Late 1970s to Early 1980s: Star Wars Is Born
Lucas wrote and directed the first Star Wars film in 1977. Made by Lucas and Lucasfilm for Twentieth Century Fox, the film reportedly incurred production costs of around $6.5 million. A fantasy/science fiction (sci-fi) tale featuring a young hero, a princess, a pilot, a villain, and a host of robots and creatures, Star Wars became a number one box-office attraction as well as an important part of U.S. culture and film history. The film's characters also became the basis for a very profitable line of children's toy figures and other merchandise. In fact, profits from Star Wars allowed Lucas to fully finance subsequent films in the series and to retain a higher portion of the profits. Over the next six years, Lucas wrote and executive produced the Star Wars sequels The Empire Strikes Back (1980) and The Return of the Jedi (1983). Through 1995, all three films would maintain positions among the top 15 box-office attractions of all time and would continue to generate record toy sales.
Mid-1980s: The Empire Expands
In the early 1980s, a wholly owned subsidiary, LucasArts Entertainment Company, was added to Lucasfilm's holdings, providing, according to company literature, "an interactive element in George Lucas's vision of a state-of-the-art, multi-faceted entertainment company." LucasArts developed, in part, under the leadership of R. Douglas Norby, who joined Lucasfilm in 1985 after serving as chief financial officer at Syntex Corporation. As president and chief executive officer of LucasArts until 1992, Norby helped the subsidiary become a leading developer of entertaining and interactive multimedia computer software for schools, homes, and arcades. Such products combined Lucas' storytelling and character development strengths with the newest, most advanced technologies available. Early game efforts included: "Maniac Mansion," "Battlehawks 1942," "Their Finest Hour: The Battle of Britain," "Secret Weapons of the Luftwaffe," "Loom," and "The Secret of Monkey Island." The company also produced software products based on the Star Wars and the Indiana Jones series. "X-Wing" would become the best selling CD-ROM entertainment title of 1993, and in 1994 "Rebel Assault" became one of the best selling CD-ROM software of all time. Educational products, developed by the LucasArts Learning sub-unit, included "GTV: American History from a Geographic Perspective," an interactive video disc and computer learning effort involving both the National Geographic Society and the California State Department of Education. Another program, "Life Story," was developed in partnership with Apple Multimedia Lab and the Smithsonian Institution.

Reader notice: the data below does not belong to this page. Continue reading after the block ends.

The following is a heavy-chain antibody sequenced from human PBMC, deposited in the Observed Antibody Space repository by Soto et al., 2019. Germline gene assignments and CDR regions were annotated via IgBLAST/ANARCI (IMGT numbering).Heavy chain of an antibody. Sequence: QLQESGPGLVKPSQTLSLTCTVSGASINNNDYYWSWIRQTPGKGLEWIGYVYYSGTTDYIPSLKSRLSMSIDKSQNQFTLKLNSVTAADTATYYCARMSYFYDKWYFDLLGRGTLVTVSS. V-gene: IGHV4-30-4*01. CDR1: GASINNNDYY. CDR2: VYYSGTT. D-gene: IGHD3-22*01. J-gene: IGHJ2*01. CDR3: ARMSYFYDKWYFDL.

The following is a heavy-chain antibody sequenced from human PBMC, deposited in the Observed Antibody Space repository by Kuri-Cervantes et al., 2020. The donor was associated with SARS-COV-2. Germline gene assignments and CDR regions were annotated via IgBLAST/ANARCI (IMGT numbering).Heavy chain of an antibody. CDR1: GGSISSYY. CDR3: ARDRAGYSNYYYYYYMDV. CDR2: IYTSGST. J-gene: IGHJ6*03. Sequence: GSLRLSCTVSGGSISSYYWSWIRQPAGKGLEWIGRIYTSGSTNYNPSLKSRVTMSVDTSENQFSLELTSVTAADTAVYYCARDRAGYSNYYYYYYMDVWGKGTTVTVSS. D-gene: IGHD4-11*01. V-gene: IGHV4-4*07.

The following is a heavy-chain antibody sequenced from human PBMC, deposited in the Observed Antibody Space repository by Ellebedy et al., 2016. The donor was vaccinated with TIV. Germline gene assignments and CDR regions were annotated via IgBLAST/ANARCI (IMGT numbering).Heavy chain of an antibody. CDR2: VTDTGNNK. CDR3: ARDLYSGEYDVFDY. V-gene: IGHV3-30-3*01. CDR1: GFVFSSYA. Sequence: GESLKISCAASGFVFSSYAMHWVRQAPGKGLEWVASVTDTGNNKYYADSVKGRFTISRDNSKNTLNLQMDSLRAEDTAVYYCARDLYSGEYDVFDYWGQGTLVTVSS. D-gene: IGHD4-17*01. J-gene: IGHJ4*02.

LucasArts was also charged with overseeing the licensing and design of toys and other products based on Lucasfilm ideas and characters. Comic books and novels extending the Star Wars and Indiana Jones universes were successful ventures for LucasArts. In 1991 The New York Times indicated that LucasArts licensed Star Wars toys had grossed over $2.6 billion dollars around the world.
George Lucas Breaks from Tradition
As Lucasfilm continued to profit, George Lucas gradually began to separate himself from traditional Hollywood. In 1981, he relinquished membership in the Academy of Motion Picture Arts and Sciences, the Writers Guild, and the Directors Guild and began moving his offices to Skywalker Ranch, a 3,000-acre secluded production facility located in San Rafael, 25 miles from San Francisco. Named for the Star Wars character Luke Skywalker, the ranch became the business and production hub of the Lucas financial empire. Discussing his intentions for the new ranch complex in an interview for the New York Times, Lucas said, "As opposed to Hollywood, where the film makers support the corporate entity, Lucasfilm will support the overhead of the ranch. We'll make money out of the money by buying real estate, cable, satellite, solar energy--without buying anything we're ashamed of, like pesticides--and then the corporation will give us the money to make films."